leasing a song

I've been considering leasing a song for sometime just because im not experienced enough for legal possesses to release my own. I have come across a site for leasing agreements https://www.rocketsongs.com/ it seems pretty legit however i would definitely have an entertainment lawyer over look anything i sign, has anybody had any experience with them? is it good or bad? or have recommendations for a different source to lease songs? ive done some of my own research and multiple sites say that to studio record i would need a lease, to record a video even with my master recording i would still need an additional lease to make a music video, also if i wanted to utilize it in a live show that would also require a separate lease, i sent them an email regarding my research and they told me once i lease the song i can do all of that within the time period of the lease agreement, and do not require an additional one to perform live shows once my lease expires, and I'am more than eligible to renew my lease if i feel like I'm running out of time or if later i would like to re record, like i said i will definitely have an entertainment lawyer over look anything i sign, what do you guys think?
Thanks in advance


  • WigsWigs Moderator, 2.0 PRO, 3.0 Streaming Posts: 5,042
    Sorry I have never really looked into this aspect of sing covers.
  • bentkbentk Moderator, Pro, 2.0 PRO, 3.0 Streaming Posts: 1,650
    I also have no experience with this. Maybe some seasoned performers on the forum have experience with it?
  • highmtnhighmtn Administrator, Moderator, Enrolled, Pro, 3.0 Streaming Posts: 15,353
    edited April 2020
    It's expensive. My band leased about a dozen songs a few years back, from Harry Fox agency. I believe Sony now owns Harry Fox agency, but you can probably google them and get more information.

    Different songs cost different amounts, depending on the owner of the copyrights. Some of the songs we leased were reasonable, and some were quite spendy.

    We were already deep in the recording process when we got the cost figures. We probably would have bypassed a few of the songs because they were so much more expensive than other equally good songs. But because we were deep into working on those recordings, we forked over the money for the more expensive tunes, too.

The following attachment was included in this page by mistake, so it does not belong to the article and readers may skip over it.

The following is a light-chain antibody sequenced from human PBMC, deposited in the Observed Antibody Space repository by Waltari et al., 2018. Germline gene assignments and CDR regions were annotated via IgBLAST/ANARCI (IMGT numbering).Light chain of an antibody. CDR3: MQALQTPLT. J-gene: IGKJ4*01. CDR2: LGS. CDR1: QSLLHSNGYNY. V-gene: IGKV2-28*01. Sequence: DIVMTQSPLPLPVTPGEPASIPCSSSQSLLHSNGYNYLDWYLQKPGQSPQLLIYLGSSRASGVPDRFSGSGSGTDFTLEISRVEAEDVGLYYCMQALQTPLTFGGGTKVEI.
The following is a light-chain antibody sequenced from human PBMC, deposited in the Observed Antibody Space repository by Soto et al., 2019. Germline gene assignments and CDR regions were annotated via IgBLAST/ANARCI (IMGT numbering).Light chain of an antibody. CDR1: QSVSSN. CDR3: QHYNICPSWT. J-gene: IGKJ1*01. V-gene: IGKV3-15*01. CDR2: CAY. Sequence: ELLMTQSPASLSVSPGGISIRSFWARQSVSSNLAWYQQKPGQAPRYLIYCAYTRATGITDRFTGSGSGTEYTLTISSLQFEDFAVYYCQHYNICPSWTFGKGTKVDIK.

Some songs were owned by several entities, and each one had to be paid whatever they decided to charge. A couple of the songs ended up costing as much as the other ten combined. Do your research.

    You just look up the songs you are interested and sign a contract for each one, for the number of copies you plan to make. You can renew to add more copies later if you sell out.

    There were some that were half-owned by Harry Fox, and then we had to reach out to the managers or attorneys for the owners of the remaining rights on the song.

    You have to come up with the money before you can use the material. So if you plan on selling the recordings, you will have to have the funds up front.

    Video and internet rights to use these licenses can be very expensive. Very. If you get a million views, you might owe a LOT of money or have to pull your recording down because you can't afford to pay the royalties.
  • DarkieholDarkiehol Member Posts: 1
    edited February 26
    I think it's smart to have a legal eagle give any contracts the once-over. Better safe than sorry, right? If you're still on the fence, maybe scope out some other leasing sites for comparison.
    Also, big ups for doing your homework on studio recording and music video rights. It's a jungle out there in the music biz, but it sounds like you're on the right track.
    If you're still feeling iffy or want more insights, consider tapping into some director disqualification experts. They might have some insider knowledge to help you navigate the wild world of music leasing.
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